Palestine: Partition the road to conflict, equality the road to peace

It is an almost unquestioned orthodoxy that the only way there could be a peaceful solution to the Israel-Palestine conflict is through the creation of two separate states.

This position was adopted by the Palestinian National Council in 1988, was the basis of the 1993 Oslo Accords and is the official policy of Israel's Western allies, including Australia.

In the Israeli political spectrum, the debate is between a negotiated two-state solution, "unilateral disengagement" — essentially an non-negotiated version of the same thing — and a far-right solution that would see one state with a Jewish majority ensured through "population transfer" — ethnic cleansing. While the latter, genocidal option is portrayed as a fringe position in the Western media, its advocates have held cabinet positions in Israeli governments headed by all the major parties.

On the Palestinian side, while Hamas officially does not recognise Israel's right to exist as an exclusively Jewish state, it has offered a permanent truce should Israel withdraw to its pre-1976 borders, which would leave the Jewish state in control of 78% of historic Palestine.

Palestinian state?

When the Oslo Accords were signed, the assumption by Palestinians was that the 22% of Palestine that remained outside Israel in 1948, but which Israel conquered in 1967 (the West Bank, including East Jerusalem, and the Gaza Strip — the Occupied Palestinian Territories), would form the basis of the Palestinian state.

However, the feasibility of such a Palestinian state has been severely undermined and thrown into question by Israel's creation of "facts on the ground" through the construction of Israeli settlements, Jewish-only "bypass roads" that divide the territories, checkpoints and a concrete wall (which isolates and annexes a large part of the OPT) that is euphemistically termed the "separation barrier".

This process — that has involved the annexation of Palestinian land, the separation of villages from their farmland, the surrounding of East Jerusalem with a massive ring of settlements and the demolition of Arab neighbourhoods in East Jerusalem — has left Palestinians confined to a dozen non-contiguous walled ghettos. It has accelerated during the endless rounds of peace talks that have followed the Oslo Accords.

In his recently published book One Country, Chicago-based Palestinian journalist Ali Abunimah (co-founder and editor of the Electronic Intifada website, ), has proposed a radically different approach to resolving the conflict: a single, democratic state that belongs equally to the different populations between the Jordan River and the Mediterranean.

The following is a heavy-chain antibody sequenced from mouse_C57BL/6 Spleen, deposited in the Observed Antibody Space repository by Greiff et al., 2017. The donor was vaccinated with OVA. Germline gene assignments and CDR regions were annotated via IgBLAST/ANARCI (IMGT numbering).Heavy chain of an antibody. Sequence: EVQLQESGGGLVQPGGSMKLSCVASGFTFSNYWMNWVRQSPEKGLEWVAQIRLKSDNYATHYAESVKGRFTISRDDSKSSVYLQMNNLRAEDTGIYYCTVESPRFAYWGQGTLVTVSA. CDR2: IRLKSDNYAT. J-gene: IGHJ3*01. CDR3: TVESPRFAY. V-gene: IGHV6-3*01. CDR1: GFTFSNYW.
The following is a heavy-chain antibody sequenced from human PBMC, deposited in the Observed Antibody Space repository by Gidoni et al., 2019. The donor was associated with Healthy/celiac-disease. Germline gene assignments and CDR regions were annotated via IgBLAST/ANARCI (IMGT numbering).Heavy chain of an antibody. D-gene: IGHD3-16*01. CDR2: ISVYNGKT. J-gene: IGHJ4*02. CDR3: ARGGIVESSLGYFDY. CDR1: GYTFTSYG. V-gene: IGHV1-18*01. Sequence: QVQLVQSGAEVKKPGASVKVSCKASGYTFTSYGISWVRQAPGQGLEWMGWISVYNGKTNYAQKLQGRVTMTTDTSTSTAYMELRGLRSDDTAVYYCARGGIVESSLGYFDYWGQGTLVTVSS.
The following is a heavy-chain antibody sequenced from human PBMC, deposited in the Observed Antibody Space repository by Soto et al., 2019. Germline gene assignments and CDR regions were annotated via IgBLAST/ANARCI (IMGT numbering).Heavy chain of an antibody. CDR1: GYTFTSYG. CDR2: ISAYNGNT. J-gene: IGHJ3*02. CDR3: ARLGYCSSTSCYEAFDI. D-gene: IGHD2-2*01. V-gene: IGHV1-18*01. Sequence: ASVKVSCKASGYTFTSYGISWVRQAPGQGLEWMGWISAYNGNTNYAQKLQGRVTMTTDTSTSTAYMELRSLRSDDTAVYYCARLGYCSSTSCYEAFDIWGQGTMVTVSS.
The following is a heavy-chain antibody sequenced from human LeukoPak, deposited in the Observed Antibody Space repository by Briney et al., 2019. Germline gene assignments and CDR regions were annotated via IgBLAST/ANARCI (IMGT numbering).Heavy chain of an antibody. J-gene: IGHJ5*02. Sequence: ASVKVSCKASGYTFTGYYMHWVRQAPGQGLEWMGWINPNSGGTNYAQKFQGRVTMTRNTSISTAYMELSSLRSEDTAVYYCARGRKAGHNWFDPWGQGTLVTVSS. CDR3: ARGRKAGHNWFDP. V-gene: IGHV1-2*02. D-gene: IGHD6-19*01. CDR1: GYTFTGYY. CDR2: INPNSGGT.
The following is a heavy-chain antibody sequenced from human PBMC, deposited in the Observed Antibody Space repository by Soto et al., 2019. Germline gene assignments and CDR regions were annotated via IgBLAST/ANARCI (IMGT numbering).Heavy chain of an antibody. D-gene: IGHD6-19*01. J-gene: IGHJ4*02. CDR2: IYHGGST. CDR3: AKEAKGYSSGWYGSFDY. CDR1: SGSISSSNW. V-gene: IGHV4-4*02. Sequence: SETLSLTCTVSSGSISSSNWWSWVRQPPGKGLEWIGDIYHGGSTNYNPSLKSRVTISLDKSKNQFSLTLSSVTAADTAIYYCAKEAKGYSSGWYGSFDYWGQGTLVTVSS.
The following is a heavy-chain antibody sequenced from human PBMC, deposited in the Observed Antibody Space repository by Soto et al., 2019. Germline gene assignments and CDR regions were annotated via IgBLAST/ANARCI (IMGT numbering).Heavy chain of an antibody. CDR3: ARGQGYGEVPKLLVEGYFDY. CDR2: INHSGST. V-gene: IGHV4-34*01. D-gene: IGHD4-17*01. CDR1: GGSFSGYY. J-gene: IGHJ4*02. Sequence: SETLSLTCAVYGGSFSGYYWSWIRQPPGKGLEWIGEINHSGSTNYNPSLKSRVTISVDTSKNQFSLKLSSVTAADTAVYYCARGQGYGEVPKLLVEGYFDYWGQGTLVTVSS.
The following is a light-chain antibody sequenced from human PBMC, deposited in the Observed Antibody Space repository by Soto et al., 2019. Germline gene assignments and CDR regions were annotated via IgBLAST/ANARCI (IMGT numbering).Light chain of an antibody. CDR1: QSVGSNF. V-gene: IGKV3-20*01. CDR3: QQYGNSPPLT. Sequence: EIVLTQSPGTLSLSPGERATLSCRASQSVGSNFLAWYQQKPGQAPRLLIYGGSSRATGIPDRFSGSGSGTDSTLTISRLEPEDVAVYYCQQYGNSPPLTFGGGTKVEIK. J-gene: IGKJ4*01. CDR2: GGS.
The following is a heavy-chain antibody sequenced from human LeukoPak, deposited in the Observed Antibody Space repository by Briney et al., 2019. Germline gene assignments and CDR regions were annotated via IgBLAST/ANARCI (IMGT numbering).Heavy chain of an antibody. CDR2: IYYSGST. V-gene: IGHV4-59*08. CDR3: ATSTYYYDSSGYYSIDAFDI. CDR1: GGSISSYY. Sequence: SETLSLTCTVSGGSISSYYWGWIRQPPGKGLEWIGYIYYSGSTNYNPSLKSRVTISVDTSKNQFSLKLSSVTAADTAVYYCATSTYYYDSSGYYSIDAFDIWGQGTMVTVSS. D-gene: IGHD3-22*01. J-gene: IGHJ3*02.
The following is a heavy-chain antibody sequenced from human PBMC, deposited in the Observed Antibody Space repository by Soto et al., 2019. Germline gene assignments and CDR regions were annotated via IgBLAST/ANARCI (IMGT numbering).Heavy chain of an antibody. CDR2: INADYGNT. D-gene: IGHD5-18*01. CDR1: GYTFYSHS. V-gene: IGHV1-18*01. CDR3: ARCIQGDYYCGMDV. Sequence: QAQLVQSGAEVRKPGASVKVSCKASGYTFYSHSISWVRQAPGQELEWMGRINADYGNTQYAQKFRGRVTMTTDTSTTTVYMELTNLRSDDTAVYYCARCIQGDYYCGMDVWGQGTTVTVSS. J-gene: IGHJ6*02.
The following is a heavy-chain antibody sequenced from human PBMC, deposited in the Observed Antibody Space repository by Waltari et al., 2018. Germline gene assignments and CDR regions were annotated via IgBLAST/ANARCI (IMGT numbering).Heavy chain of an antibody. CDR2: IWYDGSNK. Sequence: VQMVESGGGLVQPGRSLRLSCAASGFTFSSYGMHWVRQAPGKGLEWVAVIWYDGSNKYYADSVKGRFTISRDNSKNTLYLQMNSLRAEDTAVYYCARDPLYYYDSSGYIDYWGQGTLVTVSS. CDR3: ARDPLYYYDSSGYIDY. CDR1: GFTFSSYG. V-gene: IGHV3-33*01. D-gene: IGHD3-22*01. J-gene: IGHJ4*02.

This position, of a democratic, secular state based on historic Palestine in which people of all ethnicities and religions can live in equality, was the official position of the Palestinian liberation movement until 1988.

Addressing a May 13 meeting at Sydney University, as part of an Australian tour organised by the Coalition for Justice and Peace in Palestine, Abunimah explained that the traditional debate was over who had a greater claim to the land, with the two sides positing irreconcilable narratives.

The Zionist claim is based either on the religious argument that the country was given to the Jews by God, or on the historical argument that Jews need a country of their own due to centuries of persecution in Christian Europe, which culminated in the Nazi holocaust.

The Palestinian claim is based on the fact that it was their country until the Zionist colonisers arrived, and that the exclusively "Jewish state" was created by ethnic cleansing. This is recognised by historians, including the staunchly Zionist Benny Morris who has argued that sometimes ethnic cleansing is justified.

Abunimah suggested "a different way of looking at the problem", which is to "recognise the reality" that the 10.8 million people currently living in historic Palestine are divided roughly evenly between Israelis and Palestinians (with 600,000 people — guest workers and non-Jewish immigrants — belonging to neither category).

"Regardless of who wins the argument both populations still exist", he said. "If the Zionist narrative is right, does that give Israel the right to treat Palestinians as sub-human?"